Despite these hardships, the Ilocano community in Hawaii persevered and found strength in their shared culture and traditions. They formed close-knit communities, establishing social organizations, churches, and schools to preserve their heritage and support one another.

Today, the Ilocano community continues to thrive in Hawaii, contributing to the vibrant multicultural fabric of the islands. Their rich history and cultural traditions are celebrated and cherished, serving as a testament to the resilience and spirit of the Ilocano people.

Also read: The History And Impact Of Filipinos In Hawaii

Formation of the Ilocano Community

Settling On Oahu and the Big Island

The Ilocano community in Hawaii has a rich history that dates back to the early 1900s. Many Ilocanos, who come from the region of Ilocos Norte and Ilocos Sur in the Philippines, migrated to Hawaii in search of better opportunities and a brighter future.

The first wave of Ilocanos arrived in Hawaii as contract laborers to work on the sugar plantations. They settled primarily on the islands of Oahu and the Big Island, where the majority of the sugar plantations were located.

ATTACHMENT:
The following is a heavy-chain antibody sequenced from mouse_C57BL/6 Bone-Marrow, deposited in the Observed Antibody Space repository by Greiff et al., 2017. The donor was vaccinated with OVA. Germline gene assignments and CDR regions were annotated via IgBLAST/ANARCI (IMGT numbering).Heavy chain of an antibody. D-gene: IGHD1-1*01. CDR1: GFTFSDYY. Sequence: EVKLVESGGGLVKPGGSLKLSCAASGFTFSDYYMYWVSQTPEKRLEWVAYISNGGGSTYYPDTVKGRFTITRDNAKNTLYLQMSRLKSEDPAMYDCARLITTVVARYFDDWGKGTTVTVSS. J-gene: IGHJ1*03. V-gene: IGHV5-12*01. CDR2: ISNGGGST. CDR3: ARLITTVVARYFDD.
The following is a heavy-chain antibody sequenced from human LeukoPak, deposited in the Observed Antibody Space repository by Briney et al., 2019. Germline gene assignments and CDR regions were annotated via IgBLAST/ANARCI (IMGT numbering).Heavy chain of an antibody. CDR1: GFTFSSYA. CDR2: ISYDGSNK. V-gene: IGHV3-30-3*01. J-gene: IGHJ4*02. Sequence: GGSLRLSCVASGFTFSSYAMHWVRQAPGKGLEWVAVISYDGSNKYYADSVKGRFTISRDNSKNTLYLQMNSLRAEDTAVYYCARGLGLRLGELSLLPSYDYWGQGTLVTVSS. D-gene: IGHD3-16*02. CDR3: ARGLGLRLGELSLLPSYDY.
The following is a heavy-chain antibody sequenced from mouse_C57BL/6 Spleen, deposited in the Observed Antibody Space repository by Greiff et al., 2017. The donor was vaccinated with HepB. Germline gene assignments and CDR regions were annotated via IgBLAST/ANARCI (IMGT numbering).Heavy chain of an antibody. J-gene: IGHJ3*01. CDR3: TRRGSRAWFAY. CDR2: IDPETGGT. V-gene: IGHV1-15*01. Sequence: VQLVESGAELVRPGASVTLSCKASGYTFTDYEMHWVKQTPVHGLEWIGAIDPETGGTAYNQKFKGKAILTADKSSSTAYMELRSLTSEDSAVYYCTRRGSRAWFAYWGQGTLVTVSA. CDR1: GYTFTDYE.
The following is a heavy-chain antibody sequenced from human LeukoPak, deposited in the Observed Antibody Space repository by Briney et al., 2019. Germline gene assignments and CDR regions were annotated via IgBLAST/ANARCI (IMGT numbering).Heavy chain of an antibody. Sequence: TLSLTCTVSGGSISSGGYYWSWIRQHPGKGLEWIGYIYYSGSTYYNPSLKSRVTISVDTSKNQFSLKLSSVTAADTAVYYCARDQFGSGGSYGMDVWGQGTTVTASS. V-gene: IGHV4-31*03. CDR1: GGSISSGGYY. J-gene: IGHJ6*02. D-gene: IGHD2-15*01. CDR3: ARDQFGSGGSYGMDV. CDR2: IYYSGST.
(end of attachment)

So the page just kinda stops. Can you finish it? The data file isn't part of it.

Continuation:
Life on the plantations was not easy for the Ilocano immigrants. They faced challenging working conditions, long hours, and low wages.

However, they persevered and formed tight-knit communities within the plantations. They built small houses, known as “barracks,” where multiple families would live together and support one another.

Despite the hardships, the Ilocano community in Hawaii thrived. They embraced their culture and traditions, while also adapting to their new surroundings. Today, the Ilocano community has become an integral part of the rich cultural fabric of Hawaii.

Cultural Life in the Camps

Within the plantation camps, the Ilocanos created a vibrant cultural life that helped them preserve their traditions and pass them down to future generations. They organized social gatherings, religious processions, and community events where they would come together to celebrate their heritage.

One of the most important aspects of the Ilocano culture is their cuisine. Ilocanos are known for their delicious and unique dishes, such as pinakbet (a vegetable stew), bagnet (deep-fried pork belly), and empanada (a savory pastry filled with meat and vegetables). These traditional dishes are still widely enjoyed in the Ilocano community in Hawaii today.

Music and dance also played a significant role in the cultural life of the Ilocano community. They would gather for traditional folk dances, accompanied by live music played on instruments like the guitar, banduria, and accordion.